Archives For Southland

In the depths of the South Island, where Moa and Moose still roam, Jill Hetherington tells a tale of two employees who have brought in 2,000 work days of conservation effort. 

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Looking for the perfect summer adventure? Escape the city and head to the bottom of the world. Here are the top 7 things to do in Western Southland.

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Des Williams.

Des Williams

By Des Williams, DOC Communications Advisor

I was especially proud of my old home town—Tuatapere, in Western Southland—when I returned for a rare visit on New Year’s Eve and New Year’s Day.

A little glade through the Tuatapere Scenic Reserve was resplendent with several large flowerings of Peraxilla colensoi which is more commonly known as scarlet mistletoe.


Scarlet mistletoe at Tuatapere Scenic Reserve

I have never seen such brilliant colour in the reserve before—mind you I am never there at this time of year.

DOC’s Invercargill-based botanist/ecologist, Brian Rance, told me that this part of the reserve is a noted site (and so close to the road), as are other parts of the reserve around the Tuatapere Domain.

So, I now add scarlet mistletoe to the broad sweep of Te Waewae Bay, the Hump Ridge and Fiordland mountains, the Longwoods silver beech forest and Takitimu Mountains as icons of my birth place!

Longwoods silver beech forest at Tuatapere. Photo: Alastair Morrison.

Longwoods silver beech forest at Tuatapere

In April, 11-year-old Summer Jubb tackled the mighty Kepler Track in Fiordland National Park after her family won the experience as part of DOC’s involvement in the Venture Southland campaign.

Summer and her dad conquered the whole track in some challenging weather. Her mum, Mel, plus younger sisters, 9-year-old Poppy and 6-year-old Bella, met up with them at Luxmore Hut and Moturau Huts during their adventure.

Summer writes:

Let me tell you about my experiences on the ridges and valleys of the Kepler Track.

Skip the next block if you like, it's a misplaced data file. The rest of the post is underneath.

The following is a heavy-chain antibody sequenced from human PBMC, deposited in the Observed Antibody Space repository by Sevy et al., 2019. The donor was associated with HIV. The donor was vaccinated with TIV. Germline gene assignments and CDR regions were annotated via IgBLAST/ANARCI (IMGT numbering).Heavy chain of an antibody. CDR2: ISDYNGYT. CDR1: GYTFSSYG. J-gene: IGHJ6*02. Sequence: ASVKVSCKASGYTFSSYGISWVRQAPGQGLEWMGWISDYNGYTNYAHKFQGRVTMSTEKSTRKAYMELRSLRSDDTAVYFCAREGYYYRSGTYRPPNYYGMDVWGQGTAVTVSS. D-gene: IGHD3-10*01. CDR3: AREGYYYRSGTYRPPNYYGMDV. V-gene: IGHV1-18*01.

Summer on the Kepler Track with mountainous peaks.

Summer high up on the Kepler Track

The first day was so much up hill — it just kept going up, up, up. About three quarters of the way up there were limestone boulders. They were so high and huge that it made me feel very small.

Summer Jubb and her family walking through bush on the Kepler Track.

Walking, up, up and up!

The bearded forest (that’s what we called it) was amazing— there were drips of moss hanging off the trees that looked like a beards.

When we finally got to Luxmore Hut we were exhausted, but we still had enough energy to go for a 10 minute walk to the Luxmore Caves. They are amazing! Then I found out that food is really, really good when you are cold and hungry.

Jubb family photo by a DOC sign on the Kepler Track.

Family photo on the Kepler Track

I think the second day was the best. It was first up hill then in the alpine and ridges of the mountains. I loved the part when you are on the top lookout, when you can see everything below you. When there is an hour and a half to go it is all down, down, down. There are 97 switch backs and 24 stoat traps to count along the way. Finally there was Iris Burn Hut. There is a river just by the hut that you can go swimming in, it is quite cold though. As well as the river there is an amazing waterfall that’s 20 minutes away from the hut.

Summer high up on a ridge along the Kepler Track.

Along a ridge on the Kepler Track

Thankfully, the third day is all flat. There were these gorgeous purple mushrooms along the way. At Moturau hut there is a lake that is just warm enough to swim in and cool down your feet.